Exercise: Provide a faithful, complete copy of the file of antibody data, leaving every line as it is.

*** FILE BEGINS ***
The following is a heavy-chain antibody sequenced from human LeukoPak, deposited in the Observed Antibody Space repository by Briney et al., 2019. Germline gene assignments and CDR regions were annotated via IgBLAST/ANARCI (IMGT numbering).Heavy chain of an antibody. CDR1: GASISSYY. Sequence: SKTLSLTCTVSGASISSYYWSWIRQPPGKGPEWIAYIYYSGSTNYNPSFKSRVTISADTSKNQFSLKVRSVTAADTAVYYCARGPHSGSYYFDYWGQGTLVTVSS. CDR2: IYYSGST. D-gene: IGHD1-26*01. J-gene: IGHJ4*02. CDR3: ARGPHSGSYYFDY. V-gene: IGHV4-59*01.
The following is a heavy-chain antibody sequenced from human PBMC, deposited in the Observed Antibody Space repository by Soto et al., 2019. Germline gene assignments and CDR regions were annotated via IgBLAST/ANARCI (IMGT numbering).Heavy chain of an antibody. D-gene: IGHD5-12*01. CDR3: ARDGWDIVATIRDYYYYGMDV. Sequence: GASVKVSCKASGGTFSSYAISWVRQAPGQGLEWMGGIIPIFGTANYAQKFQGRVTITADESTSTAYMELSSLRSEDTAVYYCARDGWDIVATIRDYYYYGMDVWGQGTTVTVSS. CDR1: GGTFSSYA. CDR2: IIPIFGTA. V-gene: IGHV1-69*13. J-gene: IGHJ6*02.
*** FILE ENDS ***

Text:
The following is a heavy-chain antibody sequenced from human LeukoPak, deposited in the Observed Antibody Space repository by Briney et al., 2019. Germline gene assignments and CDR regions were annotated via IgBLAST/ANARCI (IMGT numbering).Heavy chain of an antibody. CDR1: GASISSYY. Sequence: SKTLSLTCTVSGASISSYYWSWIRQPPGKGPEWIAYIYYSGSTNYNPSFKSRVTISADTSKNQFSLKVRSVTAADTAVYYCARGPHSGSYYFDYWGQGTLVTVSS. CDR2: IYYSGST. D-gene: IGHD1-26*01. J-gene: IGHJ4*02. CDR3: ARGPHSGSYYFDY. V-gene: IGHV4-59*01.
The following is a heavy-chain antibody sequenced from human PBMC, deposited in the Observed Antibody Space repository by Soto et al., 2019. Germline gene assignments and CDR regions were annotated via IgBLAST/ANARCI (IMGT numbering).Heavy chain of an antibody. D-gene: IGHD5-12*01. CDR3: ARDGWDIVATIRDYYYYGMDV. Sequence: GASVKVSCKASGGTFSSYAISWVRQAPGQGLEWMGGIIPIFGTANYAQKFQGRVTITADESTSTAYMELSSLRSEDTAVYYCARDGWDIVATIRDYYYYGMDVWGQGTTVTVSS. CDR1: GGTFSSYA. CDR2: IIPIFGTA. V-gene: IGHV1-69*13. J-gene: IGHJ6*02.